Situating sustainable development within secondary chemistry education via systems thinking – A Depth Study approach


  • Andrew Christopher Eaton Wollondilly Anglican College
  • Seamus Delaney
  • Madeleine Schultz


systems thinking, sustainability, secondary chemistry, depth study


We report here a teacher action research project, as outlined in the Journal of Chemical Education (in press), in which a Systems Thinking approach was implemented into a 15 hour Depth Study for students in their final year of secondary chemistry. Students were introduced to the concept of Systems Thinking and the use of systems maps, along with the United Nations Global Goals for Sustainability Development (SDGs). Integrating these ideas, students created their own systems maps for specific chemical processes. Specifically, they represented their chemistry curriculum content knowledge in the context of the SDGs, by considering whether the impact of each aspect of the chemical process is positive, negative, or neutral for each SDG. The purpose of the approach was to give students the opportunity to situate their knowledge of sustainability in the context of the sourcing, uses and other intended and unintended consequences for a variety of chemical processes, and how these processes impact the wider global community. The teacher action research was in the development and evaluation of the teaching materials as part of an iterative cycle of improvement. This project is described here in the context of how Systems Thinking influenced the inclusion of sustainability as a cross-curriculum priority in Australia, making it mandatory for all teachers to find ways to incorporate sustainability principles within their teaching. The teaching and assessment approach was evaluated utilizing reflections of the teacher in an action research cycle. This report gives secondary teachers tools to implement Systems Thinking in their own classrooms in a way that integrates it within the chemistry curriculum, is sustainable and is achievable without requiring additional time or resources.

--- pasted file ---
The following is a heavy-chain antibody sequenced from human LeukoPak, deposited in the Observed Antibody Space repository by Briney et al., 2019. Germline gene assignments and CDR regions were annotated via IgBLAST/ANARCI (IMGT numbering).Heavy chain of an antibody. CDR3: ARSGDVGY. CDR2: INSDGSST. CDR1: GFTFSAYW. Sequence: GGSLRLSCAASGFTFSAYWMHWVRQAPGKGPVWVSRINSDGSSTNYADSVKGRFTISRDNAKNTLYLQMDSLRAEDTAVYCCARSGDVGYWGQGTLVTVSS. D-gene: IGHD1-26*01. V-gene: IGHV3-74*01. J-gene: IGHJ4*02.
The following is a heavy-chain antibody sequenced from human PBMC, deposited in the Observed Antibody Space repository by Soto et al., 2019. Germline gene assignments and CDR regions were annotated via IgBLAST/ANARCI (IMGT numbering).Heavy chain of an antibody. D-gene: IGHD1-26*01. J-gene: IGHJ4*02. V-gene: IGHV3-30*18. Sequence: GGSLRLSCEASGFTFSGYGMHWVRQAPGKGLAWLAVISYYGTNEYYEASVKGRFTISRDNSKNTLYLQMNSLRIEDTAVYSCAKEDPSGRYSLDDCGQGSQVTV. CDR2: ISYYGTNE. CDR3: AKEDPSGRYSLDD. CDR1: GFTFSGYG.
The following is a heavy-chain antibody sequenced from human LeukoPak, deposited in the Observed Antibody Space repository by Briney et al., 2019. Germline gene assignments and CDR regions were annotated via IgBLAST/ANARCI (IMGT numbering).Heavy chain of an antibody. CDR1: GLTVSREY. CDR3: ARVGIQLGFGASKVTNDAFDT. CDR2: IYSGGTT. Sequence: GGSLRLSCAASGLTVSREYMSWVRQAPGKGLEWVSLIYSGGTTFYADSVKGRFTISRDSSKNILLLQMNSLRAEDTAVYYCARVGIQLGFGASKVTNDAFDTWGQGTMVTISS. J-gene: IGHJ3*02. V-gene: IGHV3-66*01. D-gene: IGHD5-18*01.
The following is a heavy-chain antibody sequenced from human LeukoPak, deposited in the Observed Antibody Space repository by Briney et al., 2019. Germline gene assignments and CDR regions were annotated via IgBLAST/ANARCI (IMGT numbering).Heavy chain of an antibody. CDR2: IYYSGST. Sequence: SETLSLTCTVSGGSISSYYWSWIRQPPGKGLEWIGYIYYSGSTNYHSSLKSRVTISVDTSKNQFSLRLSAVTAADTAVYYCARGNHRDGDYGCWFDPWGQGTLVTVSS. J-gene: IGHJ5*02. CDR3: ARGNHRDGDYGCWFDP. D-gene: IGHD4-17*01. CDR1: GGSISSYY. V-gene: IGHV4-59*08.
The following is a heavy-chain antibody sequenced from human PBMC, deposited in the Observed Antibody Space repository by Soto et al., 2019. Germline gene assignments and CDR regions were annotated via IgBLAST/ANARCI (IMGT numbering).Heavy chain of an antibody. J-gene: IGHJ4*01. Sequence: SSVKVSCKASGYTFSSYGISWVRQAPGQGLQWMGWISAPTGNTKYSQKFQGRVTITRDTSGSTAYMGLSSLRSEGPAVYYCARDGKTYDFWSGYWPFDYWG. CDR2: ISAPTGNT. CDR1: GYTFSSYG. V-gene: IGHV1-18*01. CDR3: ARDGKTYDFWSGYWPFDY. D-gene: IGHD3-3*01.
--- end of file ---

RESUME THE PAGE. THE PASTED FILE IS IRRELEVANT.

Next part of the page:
Author Biography

Andrew Christopher Eaton, Wollondilly Anglican College

Science Coordinator